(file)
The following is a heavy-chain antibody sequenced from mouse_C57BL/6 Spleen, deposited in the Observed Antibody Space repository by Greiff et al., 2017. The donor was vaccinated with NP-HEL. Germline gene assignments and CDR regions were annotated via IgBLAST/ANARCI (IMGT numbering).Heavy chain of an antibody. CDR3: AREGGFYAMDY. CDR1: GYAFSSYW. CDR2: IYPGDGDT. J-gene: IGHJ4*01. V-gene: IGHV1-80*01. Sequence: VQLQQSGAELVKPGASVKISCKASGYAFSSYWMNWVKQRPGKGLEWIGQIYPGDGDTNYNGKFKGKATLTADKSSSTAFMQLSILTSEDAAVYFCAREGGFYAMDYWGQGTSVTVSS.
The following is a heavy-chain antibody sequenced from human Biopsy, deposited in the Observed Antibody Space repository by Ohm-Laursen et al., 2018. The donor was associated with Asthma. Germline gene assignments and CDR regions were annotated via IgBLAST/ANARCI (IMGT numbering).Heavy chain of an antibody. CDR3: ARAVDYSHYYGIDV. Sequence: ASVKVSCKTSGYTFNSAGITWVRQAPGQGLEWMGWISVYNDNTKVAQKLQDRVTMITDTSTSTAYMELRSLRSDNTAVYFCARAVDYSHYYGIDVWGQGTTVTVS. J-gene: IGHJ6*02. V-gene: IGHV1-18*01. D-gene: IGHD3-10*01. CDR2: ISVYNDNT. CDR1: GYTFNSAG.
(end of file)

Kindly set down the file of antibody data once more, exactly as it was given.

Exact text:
The following is a heavy-chain antibody sequenced from mouse_C57BL/6 Spleen, deposited in the Observed Antibody Space repository by Greiff et al., 2017. The donor was vaccinated with NP-HEL. Germline gene assignments and CDR regions were annotated via IgBLAST/ANARCI (IMGT numbering).Heavy chain of an antibody. CDR3: AREGGFYAMDY. CDR1: GYAFSSYW. CDR2: IYPGDGDT. J-gene: IGHJ4*01. V-gene: IGHV1-80*01. Sequence: VQLQQSGAELVKPGASVKISCKASGYAFSSYWMNWVKQRPGKGLEWIGQIYPGDGDTNYNGKFKGKATLTADKSSSTAFMQLSILTSEDAAVYFCAREGGFYAMDYWGQGTSVTVSS.
The following is a heavy-chain antibody sequenced from human Biopsy, deposited in the Observed Antibody Space repository by Ohm-Laursen et al., 2018. The donor was associated with Asthma. Germline gene assignments and CDR regions were annotated via IgBLAST/ANARCI (IMGT numbering).Heavy chain of an antibody. CDR3: ARAVDYSHYYGIDV. Sequence: ASVKVSCKTSGYTFNSAGITWVRQAPGQGLEWMGWISVYNDNTKVAQKLQDRVTMITDTSTSTAYMELRSLRSDNTAVYFCARAVDYSHYYGIDVWGQGTTVTVS. J-gene: IGHJ6*02. V-gene: IGHV1-18*01. D-gene: IGHD3-10*01. CDR2: ISVYNDNT. CDR1: GYTFNSAG.